Where do you go for local genealogical information when online resources don’t offer what you need? Whether genealogy is your hobby or consumes your every waking hour, the Willis L. Miller Library’s Heritage Room can supply you with a considerable amount of local information you need to get you started and keep your search going.
As you enter through the two glass doors labeled Heritage Room, you find silence and a soft, soothing sound of a light hum. Books line the walls ahead and to the right. There are a few reading chairs, a table to the left, and a few tables with computers and other machines also to the left. The feeling in the room is calm and relaxing, a place that is well-suited for research with plenty of room to spread out papers and books.
While online genealogy pages are a great resource, they do not always offer information for which you are searching. Much of the local records are not digitized and therefore are not available online.
It pays to be an old-fashioned, dig-in-the-documents, detective in the Heritage Room. You will be sure to find a wealth of knowledge from single family records, to city and county records, to state records in forms of papers, books, microfilm, or microfiche. Included are document types such as history, yearbooks, church records, DAR yearbooks, cemetery records, city directories, marriage documents, military records, newspapers, slave narratives, indexes, land lottery documents, wills, obituaries, passenger lists, research guides, personal family books, Judge Huxford’s collection and so much more.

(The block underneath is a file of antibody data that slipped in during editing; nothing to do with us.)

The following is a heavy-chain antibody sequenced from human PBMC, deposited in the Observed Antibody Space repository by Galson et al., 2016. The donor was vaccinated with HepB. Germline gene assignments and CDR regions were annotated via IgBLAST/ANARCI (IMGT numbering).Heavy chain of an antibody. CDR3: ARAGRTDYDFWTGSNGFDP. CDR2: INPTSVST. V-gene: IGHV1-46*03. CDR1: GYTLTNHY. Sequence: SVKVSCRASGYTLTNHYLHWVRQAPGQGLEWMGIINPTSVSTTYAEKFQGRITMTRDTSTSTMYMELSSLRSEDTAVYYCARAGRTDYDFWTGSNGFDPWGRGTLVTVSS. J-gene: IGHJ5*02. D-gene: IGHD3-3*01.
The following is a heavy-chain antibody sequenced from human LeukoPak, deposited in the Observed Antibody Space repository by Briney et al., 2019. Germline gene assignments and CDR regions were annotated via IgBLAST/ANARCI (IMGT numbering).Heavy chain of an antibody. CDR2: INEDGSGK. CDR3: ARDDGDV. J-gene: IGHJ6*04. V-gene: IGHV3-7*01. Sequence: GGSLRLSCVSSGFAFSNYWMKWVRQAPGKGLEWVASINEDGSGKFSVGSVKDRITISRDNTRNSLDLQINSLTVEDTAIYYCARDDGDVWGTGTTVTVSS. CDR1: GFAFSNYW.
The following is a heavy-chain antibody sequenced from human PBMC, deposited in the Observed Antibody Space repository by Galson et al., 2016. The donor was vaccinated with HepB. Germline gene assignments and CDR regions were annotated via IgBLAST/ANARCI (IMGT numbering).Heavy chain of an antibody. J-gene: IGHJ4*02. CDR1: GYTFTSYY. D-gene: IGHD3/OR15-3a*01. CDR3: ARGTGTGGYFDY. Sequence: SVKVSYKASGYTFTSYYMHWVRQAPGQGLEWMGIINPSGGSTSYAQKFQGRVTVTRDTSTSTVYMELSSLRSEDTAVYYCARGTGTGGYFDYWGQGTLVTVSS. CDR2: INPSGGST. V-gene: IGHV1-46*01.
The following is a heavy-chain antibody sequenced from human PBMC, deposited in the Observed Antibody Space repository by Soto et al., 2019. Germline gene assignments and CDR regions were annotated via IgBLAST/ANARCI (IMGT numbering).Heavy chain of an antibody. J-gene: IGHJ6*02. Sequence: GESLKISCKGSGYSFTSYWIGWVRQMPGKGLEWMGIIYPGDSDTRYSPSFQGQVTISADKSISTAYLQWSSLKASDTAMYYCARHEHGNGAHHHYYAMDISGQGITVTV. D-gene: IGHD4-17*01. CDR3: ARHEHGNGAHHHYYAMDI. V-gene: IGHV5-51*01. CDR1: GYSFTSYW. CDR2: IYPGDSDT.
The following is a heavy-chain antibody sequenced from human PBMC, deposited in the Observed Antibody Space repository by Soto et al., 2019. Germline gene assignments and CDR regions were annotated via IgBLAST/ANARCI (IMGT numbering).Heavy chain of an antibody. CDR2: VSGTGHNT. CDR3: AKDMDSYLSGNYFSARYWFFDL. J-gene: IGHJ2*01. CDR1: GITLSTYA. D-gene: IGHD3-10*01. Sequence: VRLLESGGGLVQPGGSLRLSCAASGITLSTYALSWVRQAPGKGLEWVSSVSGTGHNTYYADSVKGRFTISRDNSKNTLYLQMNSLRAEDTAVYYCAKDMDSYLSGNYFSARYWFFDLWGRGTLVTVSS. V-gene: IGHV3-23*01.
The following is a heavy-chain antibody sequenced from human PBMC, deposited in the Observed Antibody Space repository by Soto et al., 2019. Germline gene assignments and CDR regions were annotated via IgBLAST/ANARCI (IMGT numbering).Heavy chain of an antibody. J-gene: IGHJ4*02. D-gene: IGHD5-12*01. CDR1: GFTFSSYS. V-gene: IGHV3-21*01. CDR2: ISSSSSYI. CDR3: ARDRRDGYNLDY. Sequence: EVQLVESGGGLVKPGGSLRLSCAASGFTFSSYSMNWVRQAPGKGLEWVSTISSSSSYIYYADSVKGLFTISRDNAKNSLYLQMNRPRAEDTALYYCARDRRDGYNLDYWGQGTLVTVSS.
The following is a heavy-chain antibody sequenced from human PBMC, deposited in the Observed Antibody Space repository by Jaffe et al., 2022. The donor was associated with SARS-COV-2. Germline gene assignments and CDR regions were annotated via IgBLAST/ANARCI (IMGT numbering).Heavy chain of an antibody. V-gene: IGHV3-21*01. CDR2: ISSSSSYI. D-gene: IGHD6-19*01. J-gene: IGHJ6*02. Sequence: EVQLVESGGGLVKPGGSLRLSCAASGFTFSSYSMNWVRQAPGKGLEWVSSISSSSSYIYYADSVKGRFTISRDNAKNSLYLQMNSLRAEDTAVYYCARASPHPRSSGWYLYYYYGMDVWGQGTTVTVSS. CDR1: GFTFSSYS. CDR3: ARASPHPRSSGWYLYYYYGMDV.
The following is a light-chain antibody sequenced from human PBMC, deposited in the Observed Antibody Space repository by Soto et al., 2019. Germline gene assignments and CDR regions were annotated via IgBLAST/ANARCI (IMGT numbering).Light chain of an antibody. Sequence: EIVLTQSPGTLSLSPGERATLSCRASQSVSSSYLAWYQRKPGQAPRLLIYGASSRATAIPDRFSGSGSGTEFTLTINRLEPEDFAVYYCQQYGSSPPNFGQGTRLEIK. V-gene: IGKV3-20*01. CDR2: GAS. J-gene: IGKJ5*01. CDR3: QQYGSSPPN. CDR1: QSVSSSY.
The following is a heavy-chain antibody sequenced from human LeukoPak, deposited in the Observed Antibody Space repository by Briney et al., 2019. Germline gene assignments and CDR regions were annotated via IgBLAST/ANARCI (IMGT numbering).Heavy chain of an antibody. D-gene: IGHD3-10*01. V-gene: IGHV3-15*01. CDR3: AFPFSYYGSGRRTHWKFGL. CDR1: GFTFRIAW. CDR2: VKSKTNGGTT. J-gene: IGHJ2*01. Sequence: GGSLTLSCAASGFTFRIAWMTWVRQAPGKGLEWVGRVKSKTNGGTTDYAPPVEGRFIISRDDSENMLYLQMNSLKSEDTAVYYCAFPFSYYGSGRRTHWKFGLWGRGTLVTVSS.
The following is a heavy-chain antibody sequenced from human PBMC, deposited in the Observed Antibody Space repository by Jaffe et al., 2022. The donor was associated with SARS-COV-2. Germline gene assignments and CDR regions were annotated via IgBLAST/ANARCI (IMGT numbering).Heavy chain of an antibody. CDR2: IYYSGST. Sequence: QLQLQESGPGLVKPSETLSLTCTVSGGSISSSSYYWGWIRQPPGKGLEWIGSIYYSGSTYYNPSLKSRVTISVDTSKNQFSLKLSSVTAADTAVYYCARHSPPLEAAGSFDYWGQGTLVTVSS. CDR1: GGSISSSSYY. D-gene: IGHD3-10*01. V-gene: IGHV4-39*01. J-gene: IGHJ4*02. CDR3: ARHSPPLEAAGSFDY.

Most documents and books in the Heritage Room are for use in the library and may not be checked out except a few because many are not replaceable. There are no membership requirements to use the Heritage Room and the library staff is friendly and helpful. Phillip Williams, a library assistant who maintains the genealogy collection and conducts genealogy classes regularly is happy to answer any questions you may have and show you around.
Williams recommends researchers bring a jump drive with them. “With the new microfilm machine we got this summer, you can save images to a jump drive.” This machine enables researchers to get clearer pictures than any of the older methods of copy. Plus, you can also use microfiche as well as negatives with this machine. The machine works best in black and white and is free to use.
Williams has some advice for people new to genealogical research. “Start with your own brain, your own knowledge of your family. Start writing what you know about your parents and their parents,” he says. He suggests starting with a chart with the information you have. He advises, “You have to start with yourself and work your way back. You shouldn’t go forward with someone because all sorts of mistakes happen.”
The Heritage Room is equipped with accessibility machines for sight-impaired researchers. One machine reads any document placed under it, and another machine is a magnifier which projects the image on a computer screen with contrast, color, and zoom functions.
If your genealogical needs reach beyond online resources, stop by the Willis L. Miller Library and visit the Heritage Room.
Willis L. Miller Library
2906 Julia Drive, Valdosta, GA 31602
Mon – Thurs: 9:30 a.m. – 8 p.m.
Fri: 9:30 a.m. – 5:30 p.m.
Sat: 11 a.m. – 5:30 p.m.
Sun: 2 p.m. – 6 p.m.
Visit their website at http://sgrl.org/locations/willis-l-miller-library/